Has anyone told the Canadian secretary to the Queen about William Shatner yet?

May 3rd, 2010 | By | Category: In Brief

WSCanada, the late Robertson Davies used to say, is the kind of country you worry about. And even though the present Canadian confederation has now been in business for 143 years (or at least will be this coming July 1), it is still all too easy to imagine that soon enough it will disappear off the face of the earth – as anything more than a geographical expression. (Or, if you like, it will disappear into the hungry eagle of the  USA, where many still believe it has belonged all along.)

Yet even in the midst of the current northern North American malaise, riddled with dynamic  dysfunctionality in Ottawa, several rapidly cumulating democratic deficits, etc, etc, etc, there remain some reasons to (as Jesse Jackson used to say) keep hope alive.

From the standpoint of the present confederation’s long-term future, eg, the present office of governor general is a strategic institution, the democratic reform of which could serve some crucial nation building purposes, that must ultimately be served (or else). We are still not having the kind of broad public debate about the future of this office that we need to have. But the country’s strange survival instincts are nonetheless quietly coming into play in various more subtle (and even amusing) ways.

On the more or less strictly amusing side, even the Los Angeles Times has noted the current rapidly growing Facebook campaign to have Montreal-born William Shatner (aka Captain Kirk on the Starship Enterprise, and attorney Denny Crane on “Boston Legal,” etc, etc) succeed the excellent Michaelle Jean as Governor General of Canada.

On a slightly more serious note, it has now become clear as well that someone called the “Canadian secretary to the Queen”Â  has “consulted [official opposition leader Michael] Ignatieff on a successor [to Governor General Jean] at Stephen Harper’s request.”

There is apparently a precedent for such a consultation during the reign of the last Canadian prime minister from Alberta in the first half of the 1930s (aka “Lord Stampede of Calgary”). But the 2010 update still suggests [minority] Prime Minister Harper has been paying at least some attention to the quietly gathering hue and cry that, in the present day and age, it is unseemly (as well as appallingly undemocratic, etc) for Canada’s de facto head of state to be appointed by the Canadian prime minister acting all by himself alone. (There are reports that New Democrat leader Jack Layton has also been consulted.)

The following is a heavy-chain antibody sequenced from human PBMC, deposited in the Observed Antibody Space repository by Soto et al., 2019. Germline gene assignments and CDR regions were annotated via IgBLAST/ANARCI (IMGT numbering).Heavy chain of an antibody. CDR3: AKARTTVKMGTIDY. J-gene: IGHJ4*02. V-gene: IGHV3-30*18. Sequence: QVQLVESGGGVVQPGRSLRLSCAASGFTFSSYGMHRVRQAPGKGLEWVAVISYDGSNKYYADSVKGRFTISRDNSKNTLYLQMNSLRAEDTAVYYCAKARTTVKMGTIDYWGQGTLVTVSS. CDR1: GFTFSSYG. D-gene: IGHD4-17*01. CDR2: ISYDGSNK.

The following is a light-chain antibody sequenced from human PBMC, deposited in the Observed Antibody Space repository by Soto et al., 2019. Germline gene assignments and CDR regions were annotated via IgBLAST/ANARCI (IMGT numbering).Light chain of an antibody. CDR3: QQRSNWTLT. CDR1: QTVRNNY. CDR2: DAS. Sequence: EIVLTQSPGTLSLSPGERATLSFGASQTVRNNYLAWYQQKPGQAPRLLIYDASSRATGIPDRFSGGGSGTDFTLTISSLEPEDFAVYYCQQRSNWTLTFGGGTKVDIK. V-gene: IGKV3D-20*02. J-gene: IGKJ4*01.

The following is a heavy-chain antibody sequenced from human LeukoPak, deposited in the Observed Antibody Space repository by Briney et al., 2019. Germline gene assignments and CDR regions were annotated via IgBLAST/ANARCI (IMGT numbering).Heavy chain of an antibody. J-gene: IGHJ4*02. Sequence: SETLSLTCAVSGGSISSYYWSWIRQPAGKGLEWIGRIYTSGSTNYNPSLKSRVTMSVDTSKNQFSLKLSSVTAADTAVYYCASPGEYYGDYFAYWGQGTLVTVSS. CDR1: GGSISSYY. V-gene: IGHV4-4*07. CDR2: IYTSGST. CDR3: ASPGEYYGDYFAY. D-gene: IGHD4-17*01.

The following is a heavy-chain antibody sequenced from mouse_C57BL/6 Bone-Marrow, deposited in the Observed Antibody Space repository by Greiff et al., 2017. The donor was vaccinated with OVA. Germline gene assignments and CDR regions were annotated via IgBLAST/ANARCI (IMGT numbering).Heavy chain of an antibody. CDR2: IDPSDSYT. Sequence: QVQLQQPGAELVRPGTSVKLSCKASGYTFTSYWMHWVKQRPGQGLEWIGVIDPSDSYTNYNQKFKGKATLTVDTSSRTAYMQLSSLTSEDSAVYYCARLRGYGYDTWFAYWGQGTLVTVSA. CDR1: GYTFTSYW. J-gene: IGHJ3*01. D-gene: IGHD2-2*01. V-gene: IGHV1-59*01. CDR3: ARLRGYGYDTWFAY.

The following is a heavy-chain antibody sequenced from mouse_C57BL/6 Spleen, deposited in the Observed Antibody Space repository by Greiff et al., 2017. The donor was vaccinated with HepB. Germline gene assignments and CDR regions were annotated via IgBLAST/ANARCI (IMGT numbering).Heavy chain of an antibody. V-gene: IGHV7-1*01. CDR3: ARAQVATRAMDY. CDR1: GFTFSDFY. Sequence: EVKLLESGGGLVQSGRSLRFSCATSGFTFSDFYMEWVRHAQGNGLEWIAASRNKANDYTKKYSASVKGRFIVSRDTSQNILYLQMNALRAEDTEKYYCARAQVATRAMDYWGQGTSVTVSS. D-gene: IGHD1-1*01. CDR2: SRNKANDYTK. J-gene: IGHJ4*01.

All this has prompted our own Dr. Randall White to quickly update his (somewhat) extended cyberspace essay of some three weeks ago, on how, in the deepest and truest real world of the Canadian future, “Electing governor general is only option that finally makes sense.” CLICK HERE if you want to quickly scan the update (in the six paragraphs immediately up front, Dr. White tells us), or if you somehow missed the original report and want to catch up now. Or of course, you can also still just consult the Canadian Republic category to the right of this page, and click on the current headline there.

(Oh, and btw, Mr. Ignatieff has in some quarters been criticized for going public with his views on the appointment of a governor general in 2010. In an interview just after lunch today, Dr. White said that he thinks Norman Spector is right about this one, in his Globe and Mail blog post “On the GG, Ignatieff’s spot-on.” Dr. White approves  too of Mr. Ignatieff’s own comments on the matter: “I don’t think there are complicated political or constitutional considerations here … Going public with this is just a way of saying Canadians should be consulted and should have a public conversation on what kind of governor-general we want next. Nor are any lines being drawn in the sand … To the degree that the governor-general is a referee and an umpire in our constitutional issues, we accept a ruling of the governor-general as final in all cases … It goes without staying that if the Prime Minister makes another choice, we’ll accept the decision and we’ll support whatever choice they make.”)

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